‘Fortress America’ needs alternatives to aging nukes

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U.S. modernization of its nuclear triad of intercontinental ballistic missiles (ICBMs), missile submarines and bombers armed with safe, reliable and effective nuclear weapons, in numbers sufficient to maintain rough parity with at least the Russian nuclear triad, is imperative to the deterrence of world war and survival of the free world. Continue reading

US Air Force set to replace intercontinental nuke arsenal

While the last Minuteman II was deployed in the early 1990s, which still run off 1970’s floppy disc era technology (See also HERE), Russia and China have both developed and deployed their advanced nuclear weapons. To make matters worse, if the GBSD’s being developed will be “phased in” during the 2030 decade, that is at least a 15 year window of opportunity for China and Russia to strike an ancient America with its 40 year old nukes — if their shelf life is even that long.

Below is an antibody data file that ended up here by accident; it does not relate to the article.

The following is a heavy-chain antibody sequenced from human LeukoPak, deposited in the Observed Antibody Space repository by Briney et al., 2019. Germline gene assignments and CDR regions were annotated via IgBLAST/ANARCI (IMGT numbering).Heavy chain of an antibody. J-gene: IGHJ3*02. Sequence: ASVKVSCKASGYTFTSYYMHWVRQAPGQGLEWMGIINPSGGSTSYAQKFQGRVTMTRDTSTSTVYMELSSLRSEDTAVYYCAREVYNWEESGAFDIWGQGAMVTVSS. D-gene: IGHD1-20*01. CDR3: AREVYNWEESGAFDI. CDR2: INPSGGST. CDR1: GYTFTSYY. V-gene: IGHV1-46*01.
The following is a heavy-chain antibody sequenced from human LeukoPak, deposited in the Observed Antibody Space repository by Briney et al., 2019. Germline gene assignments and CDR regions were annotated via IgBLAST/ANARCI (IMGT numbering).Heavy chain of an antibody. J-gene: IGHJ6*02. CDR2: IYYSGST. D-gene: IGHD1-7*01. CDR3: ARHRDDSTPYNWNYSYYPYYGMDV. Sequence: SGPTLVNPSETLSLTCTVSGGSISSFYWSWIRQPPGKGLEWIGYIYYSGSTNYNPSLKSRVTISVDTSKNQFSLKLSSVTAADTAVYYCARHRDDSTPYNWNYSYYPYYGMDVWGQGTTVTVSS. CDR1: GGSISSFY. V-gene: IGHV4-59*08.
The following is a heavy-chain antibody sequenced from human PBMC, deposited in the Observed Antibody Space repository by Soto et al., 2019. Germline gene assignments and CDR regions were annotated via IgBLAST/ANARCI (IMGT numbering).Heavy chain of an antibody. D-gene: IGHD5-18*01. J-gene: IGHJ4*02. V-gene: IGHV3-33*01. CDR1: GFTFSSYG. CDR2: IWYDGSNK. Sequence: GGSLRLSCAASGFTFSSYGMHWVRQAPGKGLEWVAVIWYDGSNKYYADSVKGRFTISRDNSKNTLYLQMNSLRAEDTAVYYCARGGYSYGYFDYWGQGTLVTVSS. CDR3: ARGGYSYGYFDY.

Hidden underground in steel-and-concrete silos across rural America, more than 400 intercontinental ballistic missiles point to the skies, poised for launch — and ready to obliterate cities across the world.

First designed in the 1960s at the height of the Cold War, the Minuteman nuclear weapons are starting to show their age, and replacement parts are difficult to find for the weapons designed in an analog age.

Also aging are their silos, many built in the 1950s and now rusting as water seeps through the decaying concrete. Continue reading

US Air Force head ‘concerned’ about no-first-use nuke idea

The head of the US Air Force on Thursday said she would be “concerned” if President Barack Obama were to formally declare a “no-first-use” policy for America’s arsenal of nuclear weapons.

US media reports have in recent weeks said Obama is weighing an overhaul of long-standing nuclear policy, including by pledging to never conduct the first strike in a nuclear conflict. Continue reading

Crusading former Pentagon chief says nuke danger is growing

WASHINGTON (AP) — Late in a life lived unnervingly near the nuclear abyss, William J. Perry is on a mission to warn of a “real and growing danger” of nuclear doom.